Joshua Harris, an abstinence advocate and author of I Kissed Dating Goodbye, is in the spotlight having announced that he and his wife have separated. In recent years, Harris has rethought his stance on the purity culture principles that made him a best-selling author in conservative Christian circles.
In my first novel, Snow Country, Beth Dawson follows the teachings of a fictitious Christian author, Dr. Benley, who is inspired by Harris and other popular authors.
Beth grew up buying into a formula for a happy life that Dr. Benley laid out in his book Before I’m Intimately Yours. Beth followed God’s rules for Christian courtship with Alan, a man she met at a Christian ministry where she worked after college. But Beth was left reeling, questioning God’s goodness, after Alan broke off the engagement three weeks before their wedding. She was devastated.
What would she tell the teen girls she mentored? She had talked about her engagement with them, using it as a model of how life works when you wait on God. What had gone wrong?
Like Beth, I grew up in the purity culture. I read Christian dating and relationship books, because I wanted to do it right. I learned there was a price to pay for sexual impurity. Sex before marriage would be like cheating on my future spouse. It would forever mar the relationship. If I waited, if I followed the rules, then the one true love that God created for me would appear at the right time, and I would be guaranteed marital bliss.
Recently I went through some of my high school papers, and I had to laugh. For my tenth-grade World Affairs class, I wrote a paper on communication in marriage. For my senior-year English class, I wrote a paper on abstinence. I had dating and marriage all figured out well before my mid-twenties when I met the man who would become my husband.
I didn’t realize at the time that the purity culture narrative would be a heavy weight to carry through the messiness of life. I had to process my ideals against entering into a relationship with Todd, a committed Christian guy who had made some poor choices along the way.
The purity culture narrative didn’t leave much room for redemption, because the abstinence advocates didn’t want to leave the door open even a crack to excuse a teen’s or twenty-something’s sexual appetite. There might be forgiveness, but that wouldn’t erase the consequences of premarital sex. Grace was often sacrificed in the interest of motivating people to abstain from sex before marriage.
Fortunately, Todd was patient with me. Whenever he told me he loved me, I responded, “Thank you.” I resisted saying I loved him until I was sure I was ready to commit.
I believed love was more than a feeling. It was a commitment. But how does anyone ever have enough information to commit for life? Was I willing to make the leap of faith required for marriage?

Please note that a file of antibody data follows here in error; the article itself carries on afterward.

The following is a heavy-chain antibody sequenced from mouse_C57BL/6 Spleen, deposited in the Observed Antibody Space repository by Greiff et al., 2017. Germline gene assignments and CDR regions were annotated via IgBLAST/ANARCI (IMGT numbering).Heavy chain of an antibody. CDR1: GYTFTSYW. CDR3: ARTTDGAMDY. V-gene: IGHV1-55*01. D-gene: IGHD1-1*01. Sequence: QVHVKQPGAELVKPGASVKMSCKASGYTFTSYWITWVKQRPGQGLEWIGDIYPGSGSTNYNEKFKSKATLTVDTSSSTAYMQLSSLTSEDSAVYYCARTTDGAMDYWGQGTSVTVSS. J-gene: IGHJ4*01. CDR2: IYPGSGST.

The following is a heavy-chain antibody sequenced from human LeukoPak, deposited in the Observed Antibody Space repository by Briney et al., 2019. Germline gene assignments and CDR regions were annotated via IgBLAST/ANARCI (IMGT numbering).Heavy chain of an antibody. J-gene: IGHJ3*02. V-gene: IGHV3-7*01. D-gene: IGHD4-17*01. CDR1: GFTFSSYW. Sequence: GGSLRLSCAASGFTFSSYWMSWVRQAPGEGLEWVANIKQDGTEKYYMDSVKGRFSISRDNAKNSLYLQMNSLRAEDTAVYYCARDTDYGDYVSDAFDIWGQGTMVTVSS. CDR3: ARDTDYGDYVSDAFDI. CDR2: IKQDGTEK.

I had a tough time letting go of the narrative that said people who don’t have self-control to abstain from sexual intimacy before marriage are less likely to have self-control for fidelity in marriage. And was it really true that a marriage bond is weakened by prior relationships?
I still had time to figure it out, because we hadn’t yet been dating for a year. The relationship experts said to “summer and winter” each other before engagement, so that one could find out the true nature of the other person. Nonetheless, Todd and I began talking about the possibility of marriage — and I still hadn’t told him I loved him.
As much as I was a stickler for purity, I was also a stickler for honesty. One day, I was shopping at a thrift store and happened to see a Carolina Herrera wedding dress. I lifted it up, and a woman said, “Hey, I was going to get that. That’s a $5,000 dress.”
Well, that’s not how thrift-store shopping works. If you walk away from the rack, you lose. My competitive nature came out, and I held onto the dress.
The woman asked me, “Are you getting married?”
In that moment I had to give her an answer, so I made a decision. “I’m getting married next summer.”
That evening, I met Todd at his condominium and told him I had a surprise. “I bought a wedding dress today — and I love you.”
I’m now re-examining the purity culture narrative as a mother of a teenage daughter. I think there’s some value in it. In the secular, hook-up culture, sex is detached from meaningful relationships. I’d argue that’s not good for the human psyche or society.
A higher view of sex says it can be more than just primal compulsion when it is an expression of intimacy in a relationship where there is deep friendship, emotional connection, and commitment. That’s marriage.
So I’ll stick with the narrative, but not go so far to imply a successful relationship is impossible for those who stray sexually. I won’t teach that one’s sexual mores are the sole determining factor for whether or not a relationship is healthy. And I’m not going to teach my children that following rules is a guarantee that Mr. or Mrs. Right will appear and life will be blissful.
Life is messy, and we all need love and grace.